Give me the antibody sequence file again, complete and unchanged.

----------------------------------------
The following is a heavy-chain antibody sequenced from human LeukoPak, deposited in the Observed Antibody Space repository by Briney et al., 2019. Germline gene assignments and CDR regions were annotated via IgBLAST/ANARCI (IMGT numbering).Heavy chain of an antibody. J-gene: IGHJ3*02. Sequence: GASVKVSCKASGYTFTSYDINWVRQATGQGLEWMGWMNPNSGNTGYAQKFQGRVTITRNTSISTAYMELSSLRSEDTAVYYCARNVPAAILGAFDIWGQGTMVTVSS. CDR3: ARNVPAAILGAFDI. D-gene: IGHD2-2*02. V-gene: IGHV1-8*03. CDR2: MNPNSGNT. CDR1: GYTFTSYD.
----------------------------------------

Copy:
The following is a heavy-chain antibody sequenced from human LeukoPak, deposited in the Observed Antibody Space repository by Briney et al., 2019. Germline gene assignments and CDR regions were annotated via IgBLAST/ANARCI (IMGT numbering).Heavy chain of an antibody. J-gene: IGHJ3*02. Sequence: GASVKVSCKASGYTFTSYDINWVRQATGQGLEWMGWMNPNSGNTGYAQKFQGRVTITRNTSISTAYMELSSLRSEDTAVYYCARNVPAAILGAFDIWGQGTMVTVSS. CDR3: ARNVPAAILGAFDI. D-gene: IGHD2-2*02. V-gene: IGHV1-8*03. CDR2: MNPNSGNT. CDR1: GYTFTSYD.